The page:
Last night's TV: Real-life stupidity on a biblical scale

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Secrets Of The Jesus Tomb, Five True Stories: Four Wives, One Man, More 4

GATHER round, friends: I may have found the stupidest documentary ever made. A large claim, true, but I have more convincing evidence for it than Secrets of the Jesus Tomb had for its investigation of a set of ossuaries – boxes of bones – excavated in Jerusalem. Shelved for years, these boxes were taken up by Bible historian James Tabor who "sensationally" discovered that they had been inscribed with names including "Joseph," "Jesus, son of Joseph" and "Mary". Gosh! Could it be…?

"If Jesus's physical bones were discovered," ran the risible narration, "that would be the end of traditional Christianity." Call me cynical, but I'm fairly sure this rather momentous news wouldn't be brought to us by a documentary on Five. Clearly that would call for a BBC1 special hosted by David Attenborough, being all reassuring and softly spoken, and Myleene Klass, in a sexy yet classy dress. Perhaps even a Newsnight follow-up, with Jeremy Paxman: "Sooooo, Archbishop of Canterbury, feel pretty silly – or what?"

Of course, since the names Jesus (or Yeshua) and Joseph (Yosef) were about as common in Biblical times as John or Jim today, none of this may come to pass. But, argued Tabor like a pub debater, what were the chances of finding not just those names together, but one that could (note the could) mean Mary Magdalene and another that could be Jesus's brother Yose? Eh, what were the chances of that, eh?

The programme featured mind-boggling explanations, such as the fact that Christians believe Jesus rose from the dead – you know, in case there was anyone watching who'd been brought up in a vacuum – and that he wasn't actually a Christian. "The truth is, Jesus was Jewish," said Tabor, with the air of one revealing a big secret. "It's so hard for us to grasp 2,000 years later."

Oh – pardon the expression – my God, no it isn't! "Jesus was Jewish" must be up there with "Pope is a Catholic" and "Anton never gets good partners on Strictly Come Dancing" in the Obvious Dictionary.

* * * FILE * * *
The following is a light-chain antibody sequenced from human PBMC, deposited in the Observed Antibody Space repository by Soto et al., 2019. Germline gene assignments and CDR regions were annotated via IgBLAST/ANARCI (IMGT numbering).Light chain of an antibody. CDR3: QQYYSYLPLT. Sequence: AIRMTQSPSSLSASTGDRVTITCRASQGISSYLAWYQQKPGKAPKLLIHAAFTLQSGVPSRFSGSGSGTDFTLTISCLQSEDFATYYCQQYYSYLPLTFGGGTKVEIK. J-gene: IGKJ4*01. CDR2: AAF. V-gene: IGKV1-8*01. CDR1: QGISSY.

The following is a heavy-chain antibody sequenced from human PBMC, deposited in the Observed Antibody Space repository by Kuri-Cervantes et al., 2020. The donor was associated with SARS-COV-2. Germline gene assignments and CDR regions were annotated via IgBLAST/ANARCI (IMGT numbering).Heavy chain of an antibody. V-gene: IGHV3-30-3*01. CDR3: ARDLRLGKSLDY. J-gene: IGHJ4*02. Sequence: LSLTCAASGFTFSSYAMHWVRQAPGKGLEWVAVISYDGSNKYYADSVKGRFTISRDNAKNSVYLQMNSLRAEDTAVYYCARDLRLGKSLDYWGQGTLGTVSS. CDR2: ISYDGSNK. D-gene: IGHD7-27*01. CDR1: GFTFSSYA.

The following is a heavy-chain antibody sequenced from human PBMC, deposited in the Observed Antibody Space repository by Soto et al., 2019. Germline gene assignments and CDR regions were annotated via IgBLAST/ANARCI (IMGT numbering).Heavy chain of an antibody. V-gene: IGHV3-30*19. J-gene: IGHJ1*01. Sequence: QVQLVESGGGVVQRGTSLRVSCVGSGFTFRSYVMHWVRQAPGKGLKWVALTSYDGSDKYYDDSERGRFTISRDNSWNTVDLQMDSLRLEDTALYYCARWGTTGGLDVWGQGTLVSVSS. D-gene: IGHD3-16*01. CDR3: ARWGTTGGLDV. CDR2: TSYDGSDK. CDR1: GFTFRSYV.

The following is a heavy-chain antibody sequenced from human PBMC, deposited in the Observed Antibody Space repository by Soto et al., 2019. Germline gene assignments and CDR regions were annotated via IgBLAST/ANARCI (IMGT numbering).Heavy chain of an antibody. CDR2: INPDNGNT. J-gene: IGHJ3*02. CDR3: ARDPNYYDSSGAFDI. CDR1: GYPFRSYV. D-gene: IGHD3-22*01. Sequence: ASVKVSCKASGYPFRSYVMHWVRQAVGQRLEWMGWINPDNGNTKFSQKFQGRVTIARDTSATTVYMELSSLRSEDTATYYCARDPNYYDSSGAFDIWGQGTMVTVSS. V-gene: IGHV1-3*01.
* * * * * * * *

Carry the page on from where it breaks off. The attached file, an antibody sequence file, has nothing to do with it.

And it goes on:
The stupidity went on. The Vatican, it was claimed, has tried to cover up the fact that Jesus has siblings (except it hasn't) because this somehow undermines the idea of the Virgin Mary (how would it?). Mary Magdalene could have been married to Jesus (clearly they'd never seen Martin Scorsese's The Last Temptation of Christ, as they thought this was a new idea).

Eventually, having drawn out this nonsense for an hour, the programme was forced to admit that it was based on nothing more than the supposed coincidence of the names, which statisticians rated as sufficiently unremarkable. Anyway, the inscription might not have read "Mary Magdalene" anyway but "Mary and Mara" and no anthropologists had found any signs of a crucified man.

Moronic as this programme was, perhaps it did serve a purpose: Christian or atheist, Jew or Muslim, Scientologist or Satanist, surely all faiths could unite in laughing this off the screen.

Four Wives, One Man was a sad illustration of Tolstoy's maxim about unhappy families being unhappy in their own way. Nahid Persson's film was a claustrophobic portrait of a polygamous family, or families, in Iran, caught up in a miserable cycle. The wives feuded and formed alliances, while the husband – who looked like an Iranian Will Ferrell – made a succession of terrible decisions. It was depressing but had some light relief thanks to his bloody-minded old mother, who cursed the lot of them from her corner. "All my son thinks about," she said, in what must be a fairly loose translation, "is pussy."